A Guide to Plantar Fasciitis

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Plantar fasciitis is an injury that can occur in one foot or both feet. Typically, it is characterized by stabbing or burning pain that is usually felt more towards the heel although the entire sole of your foot may be affected.

Getting out of bed, standing for long periods, rising up from a seated position, or climbing up a flight of stairs are some of the factors that trigger plantar fasciitis pain.

Such physical activities only trigger inflammation and pain in an already weak plantar fascia, the bowstring-like band of tissue on the sole of your foot. Runners mostly suffer this injury but it can also affect people who are on their feet a lot as well as overweight individuals.

What Causes Plantar Fasciitis?

The plantar fascia functions as a shock-absorbing ligament that supports the arch and other structures in your foot. But, when put under too much tension or stress, it develops small tears. Repetitive tissue scaring from excessive walking or running eventually weakens the plantar fascia, causing it to get irritated, inflamed and sore. You can strain this ligament after:

  • Standing on a hard surface for several hours on-end
  • Walking excessively
  • Running too much or hard
  • Wearing improperly fitting footwear or those that provide inadequate arch support
  • Landing badly on your feet after jumping

Sometimes, medical conditions such as ankylosing spondylitis and reactive arthritis may cause plantar fasciitis. What’s more, people who have flat feet, a high or low arch, as well as a tight or damaged Achilles tendon are more susceptible to develop plantar fasciitis injuries.

Diagnosing Plantar Fasciitis

Many conditions can cause foot pain. Therefore, proper diagnosis is required in order to prescribe the correct treatment for plantar fasciitis.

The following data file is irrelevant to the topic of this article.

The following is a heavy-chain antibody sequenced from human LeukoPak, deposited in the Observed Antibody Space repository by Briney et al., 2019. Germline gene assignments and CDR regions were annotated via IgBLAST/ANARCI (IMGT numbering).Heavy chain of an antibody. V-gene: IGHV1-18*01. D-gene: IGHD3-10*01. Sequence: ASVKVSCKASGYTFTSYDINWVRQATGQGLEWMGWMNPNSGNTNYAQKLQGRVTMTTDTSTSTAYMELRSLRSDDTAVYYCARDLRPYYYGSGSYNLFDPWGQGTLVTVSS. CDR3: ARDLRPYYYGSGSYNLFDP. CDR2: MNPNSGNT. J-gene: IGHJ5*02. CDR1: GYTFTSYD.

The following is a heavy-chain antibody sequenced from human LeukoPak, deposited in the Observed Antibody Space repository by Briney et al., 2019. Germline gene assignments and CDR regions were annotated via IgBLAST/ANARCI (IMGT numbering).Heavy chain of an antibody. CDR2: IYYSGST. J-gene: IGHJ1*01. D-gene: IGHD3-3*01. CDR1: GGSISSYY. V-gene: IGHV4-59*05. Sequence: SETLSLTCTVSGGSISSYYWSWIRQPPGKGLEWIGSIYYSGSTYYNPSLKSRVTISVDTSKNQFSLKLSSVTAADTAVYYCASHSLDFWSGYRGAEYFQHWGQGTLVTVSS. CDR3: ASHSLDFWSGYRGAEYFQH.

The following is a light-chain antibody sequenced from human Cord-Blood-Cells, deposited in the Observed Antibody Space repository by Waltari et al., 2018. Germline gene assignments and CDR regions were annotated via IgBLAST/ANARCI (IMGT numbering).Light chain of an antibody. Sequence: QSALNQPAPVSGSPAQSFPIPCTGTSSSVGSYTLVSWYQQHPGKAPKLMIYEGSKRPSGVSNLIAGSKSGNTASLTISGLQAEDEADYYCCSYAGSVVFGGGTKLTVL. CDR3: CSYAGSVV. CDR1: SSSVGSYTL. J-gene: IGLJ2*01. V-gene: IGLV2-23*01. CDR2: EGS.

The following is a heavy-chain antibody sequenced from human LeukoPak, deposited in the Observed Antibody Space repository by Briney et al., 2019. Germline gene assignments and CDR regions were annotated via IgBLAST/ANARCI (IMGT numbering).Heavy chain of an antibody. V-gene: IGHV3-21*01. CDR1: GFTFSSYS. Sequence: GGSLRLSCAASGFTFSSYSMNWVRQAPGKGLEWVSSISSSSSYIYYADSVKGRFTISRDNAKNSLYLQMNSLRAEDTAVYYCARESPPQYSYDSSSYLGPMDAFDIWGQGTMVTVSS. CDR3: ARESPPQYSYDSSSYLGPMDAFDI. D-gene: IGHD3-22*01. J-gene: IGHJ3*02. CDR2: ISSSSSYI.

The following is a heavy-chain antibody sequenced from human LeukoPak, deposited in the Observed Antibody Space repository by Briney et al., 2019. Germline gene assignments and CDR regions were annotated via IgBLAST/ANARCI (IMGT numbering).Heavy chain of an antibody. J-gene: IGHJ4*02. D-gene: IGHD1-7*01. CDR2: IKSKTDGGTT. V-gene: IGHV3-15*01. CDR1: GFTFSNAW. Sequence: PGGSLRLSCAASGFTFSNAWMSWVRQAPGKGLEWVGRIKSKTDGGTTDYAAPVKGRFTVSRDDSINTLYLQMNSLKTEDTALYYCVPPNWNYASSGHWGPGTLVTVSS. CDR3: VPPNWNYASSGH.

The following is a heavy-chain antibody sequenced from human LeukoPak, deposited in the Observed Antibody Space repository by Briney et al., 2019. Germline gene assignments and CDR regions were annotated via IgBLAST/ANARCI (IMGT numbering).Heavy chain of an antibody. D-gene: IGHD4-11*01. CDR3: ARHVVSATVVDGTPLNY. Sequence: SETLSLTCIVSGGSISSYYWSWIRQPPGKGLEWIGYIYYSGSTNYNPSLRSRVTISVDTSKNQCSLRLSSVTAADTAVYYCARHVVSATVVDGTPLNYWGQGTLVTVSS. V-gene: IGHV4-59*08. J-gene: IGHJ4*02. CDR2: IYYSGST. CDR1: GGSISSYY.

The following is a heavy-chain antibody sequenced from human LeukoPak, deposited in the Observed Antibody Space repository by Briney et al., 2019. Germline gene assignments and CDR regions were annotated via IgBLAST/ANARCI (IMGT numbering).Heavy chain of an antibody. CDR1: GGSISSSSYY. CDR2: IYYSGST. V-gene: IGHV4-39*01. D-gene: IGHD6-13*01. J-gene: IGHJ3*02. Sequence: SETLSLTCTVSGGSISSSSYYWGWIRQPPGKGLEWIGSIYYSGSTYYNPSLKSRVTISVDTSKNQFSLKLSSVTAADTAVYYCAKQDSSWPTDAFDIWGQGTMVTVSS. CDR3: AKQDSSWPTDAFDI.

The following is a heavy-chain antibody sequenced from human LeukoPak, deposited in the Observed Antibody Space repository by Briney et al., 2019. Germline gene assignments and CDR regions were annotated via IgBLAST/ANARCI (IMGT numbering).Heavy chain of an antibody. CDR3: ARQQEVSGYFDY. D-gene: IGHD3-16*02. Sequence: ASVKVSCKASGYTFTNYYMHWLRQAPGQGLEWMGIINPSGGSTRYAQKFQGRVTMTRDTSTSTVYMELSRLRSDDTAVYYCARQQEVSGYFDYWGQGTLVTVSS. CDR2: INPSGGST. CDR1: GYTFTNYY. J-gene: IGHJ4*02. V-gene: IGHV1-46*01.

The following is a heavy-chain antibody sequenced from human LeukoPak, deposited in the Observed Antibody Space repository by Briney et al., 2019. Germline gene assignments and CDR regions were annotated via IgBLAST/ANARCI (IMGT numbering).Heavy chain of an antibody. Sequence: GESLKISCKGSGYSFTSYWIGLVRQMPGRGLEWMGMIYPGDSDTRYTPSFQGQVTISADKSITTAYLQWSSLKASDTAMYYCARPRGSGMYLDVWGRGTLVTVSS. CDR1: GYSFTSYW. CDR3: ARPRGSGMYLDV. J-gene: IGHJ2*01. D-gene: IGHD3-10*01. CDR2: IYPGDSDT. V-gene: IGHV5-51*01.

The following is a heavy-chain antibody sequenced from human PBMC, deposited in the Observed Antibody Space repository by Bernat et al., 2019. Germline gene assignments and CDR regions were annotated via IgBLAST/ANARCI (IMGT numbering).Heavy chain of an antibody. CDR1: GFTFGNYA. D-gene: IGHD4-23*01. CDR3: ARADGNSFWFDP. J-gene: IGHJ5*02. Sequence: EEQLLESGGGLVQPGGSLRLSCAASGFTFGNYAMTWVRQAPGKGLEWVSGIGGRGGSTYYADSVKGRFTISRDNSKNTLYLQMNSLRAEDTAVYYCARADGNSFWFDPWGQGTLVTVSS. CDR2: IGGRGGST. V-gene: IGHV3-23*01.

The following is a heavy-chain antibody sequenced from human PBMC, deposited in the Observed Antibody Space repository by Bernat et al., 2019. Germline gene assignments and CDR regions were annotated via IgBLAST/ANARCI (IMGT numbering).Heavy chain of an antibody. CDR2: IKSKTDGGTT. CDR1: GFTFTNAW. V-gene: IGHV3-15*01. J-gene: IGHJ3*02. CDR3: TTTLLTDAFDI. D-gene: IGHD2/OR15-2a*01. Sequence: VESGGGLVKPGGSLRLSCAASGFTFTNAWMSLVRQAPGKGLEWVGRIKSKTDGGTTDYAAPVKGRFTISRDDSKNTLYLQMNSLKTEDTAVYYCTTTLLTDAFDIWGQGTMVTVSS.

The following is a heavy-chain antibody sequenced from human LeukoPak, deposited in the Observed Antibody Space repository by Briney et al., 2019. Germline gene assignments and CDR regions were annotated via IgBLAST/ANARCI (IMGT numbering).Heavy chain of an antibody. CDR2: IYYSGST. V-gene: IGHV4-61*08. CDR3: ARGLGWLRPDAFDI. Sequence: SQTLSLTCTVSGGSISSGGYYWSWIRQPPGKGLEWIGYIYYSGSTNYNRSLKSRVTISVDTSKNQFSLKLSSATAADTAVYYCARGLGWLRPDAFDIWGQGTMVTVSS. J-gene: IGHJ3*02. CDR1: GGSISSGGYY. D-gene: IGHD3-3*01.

Usually, a simple physical exam and description of activities that trigger foot pain symptoms are enough to diagnose this injury. If that alone does not help to make a proper diagnosis, your doctor may order a foot x-ray or ultrasound to rule out other causes of foot pain. Imaging tests should be able to reveal a heal spur, which is a bony protrusion that develops when an inflamed plantar fascia attaches itself to the heel bone.

Treatment and Prevention of Plantar Fasciitis

The ideal plantar fasciitis treatment varies for every individual.

For instance, if there is an underlying inflammatory disease associated with this foot injury, then it must be treated to eliminate pain. In most cases, this repetitive strain injury is treated using a combination of stretching exercises and local ice massage.

Over the counter painkillers like ibuprofen or cortisone injections may also provide some relief. Your doctor can prescribe off-the-shelf or custom fitted shoe inserts (orthotics), which will facilitate healing by ensuring that pressure is evenly distributed on your feet when wearing shoes.

Chronic plantar fasciitis may require treatment through exponential shock wave therapy to stimulate healing or removal of the scar tissue, which calls for a minimally invasive Tenex procedure.

It can take months or even a year to for plantar fasciitis to fully heal. When all conventional methods fail, surgery may be sought as a last option.

If you suspect that you have plantar fasciitis, do not disregard it hopping that the pain will go away over time.

When left untreated, this condition can worsen and cause more serious damage that makes walking painful. Individuals that suffer from recurring bouts of this injury can also prevent it using simple methods such as wearing footwear with good cushioning and arch support, using night splints, maintaining a healthy weight, strengthening the foot muscles through exercise or applying regular ice massages.

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